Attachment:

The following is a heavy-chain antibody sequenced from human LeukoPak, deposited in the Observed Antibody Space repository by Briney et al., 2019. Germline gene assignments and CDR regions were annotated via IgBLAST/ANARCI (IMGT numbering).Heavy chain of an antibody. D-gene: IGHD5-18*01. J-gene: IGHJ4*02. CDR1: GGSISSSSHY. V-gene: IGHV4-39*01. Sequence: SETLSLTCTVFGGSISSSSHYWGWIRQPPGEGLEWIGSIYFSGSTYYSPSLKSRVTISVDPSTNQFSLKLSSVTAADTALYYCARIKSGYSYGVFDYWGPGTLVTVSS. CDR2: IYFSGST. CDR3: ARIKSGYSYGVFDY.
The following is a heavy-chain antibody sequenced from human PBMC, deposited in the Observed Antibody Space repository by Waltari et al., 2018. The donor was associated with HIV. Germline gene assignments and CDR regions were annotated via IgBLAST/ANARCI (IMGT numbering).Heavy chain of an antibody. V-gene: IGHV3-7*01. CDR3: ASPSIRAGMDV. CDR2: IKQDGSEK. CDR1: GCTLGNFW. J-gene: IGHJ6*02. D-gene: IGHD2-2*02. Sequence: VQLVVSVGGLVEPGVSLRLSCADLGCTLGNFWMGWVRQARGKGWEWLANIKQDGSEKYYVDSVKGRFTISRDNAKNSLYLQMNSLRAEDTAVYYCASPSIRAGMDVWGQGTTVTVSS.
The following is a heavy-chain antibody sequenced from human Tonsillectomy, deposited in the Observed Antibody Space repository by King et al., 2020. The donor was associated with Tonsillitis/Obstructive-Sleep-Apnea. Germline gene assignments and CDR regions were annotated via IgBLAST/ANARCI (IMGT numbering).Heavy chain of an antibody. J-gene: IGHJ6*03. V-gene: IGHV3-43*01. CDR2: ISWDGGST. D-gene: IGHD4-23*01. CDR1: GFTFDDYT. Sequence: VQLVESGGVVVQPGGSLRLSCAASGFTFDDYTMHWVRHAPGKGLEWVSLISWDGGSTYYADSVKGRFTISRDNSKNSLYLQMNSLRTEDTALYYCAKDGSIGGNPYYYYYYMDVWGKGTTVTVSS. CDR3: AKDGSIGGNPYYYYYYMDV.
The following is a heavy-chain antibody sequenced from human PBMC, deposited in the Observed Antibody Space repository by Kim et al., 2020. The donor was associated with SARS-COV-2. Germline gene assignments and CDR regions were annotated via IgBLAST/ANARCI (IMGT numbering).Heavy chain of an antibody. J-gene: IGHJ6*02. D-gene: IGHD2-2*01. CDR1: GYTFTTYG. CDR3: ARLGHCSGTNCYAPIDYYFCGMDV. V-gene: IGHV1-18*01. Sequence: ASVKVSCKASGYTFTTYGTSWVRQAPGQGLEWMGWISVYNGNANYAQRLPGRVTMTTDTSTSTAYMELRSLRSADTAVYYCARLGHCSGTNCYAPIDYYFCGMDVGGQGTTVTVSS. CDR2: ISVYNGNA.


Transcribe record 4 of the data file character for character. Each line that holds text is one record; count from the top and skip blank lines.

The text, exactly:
The following is a heavy-chain antibody sequenced from human PBMC, deposited in the Observed Antibody Space repository by Kim et al., 2020. The donor was associated with SARS-COV-2. Germline gene assignments and CDR regions were annotated via IgBLAST/ANARCI (IMGT numbering).Heavy chain of an antibody. J-gene: IGHJ6*02. D-gene: IGHD2-2*01. CDR1: GYTFTTYG. CDR3: ARLGHCSGTNCYAPIDYYFCGMDV. V-gene: IGHV1-18*01. Sequence: ASVKVSCKASGYTFTTYGTSWVRQAPGQGLEWMGWISVYNGNANYAQRLPGRVTMTTDTSTSTAYMELRSLRSADTAVYYCARLGHCSGTNCYAPIDYYFCGMDVGGQGTTVTVSS. CDR2: ISVYNGNA.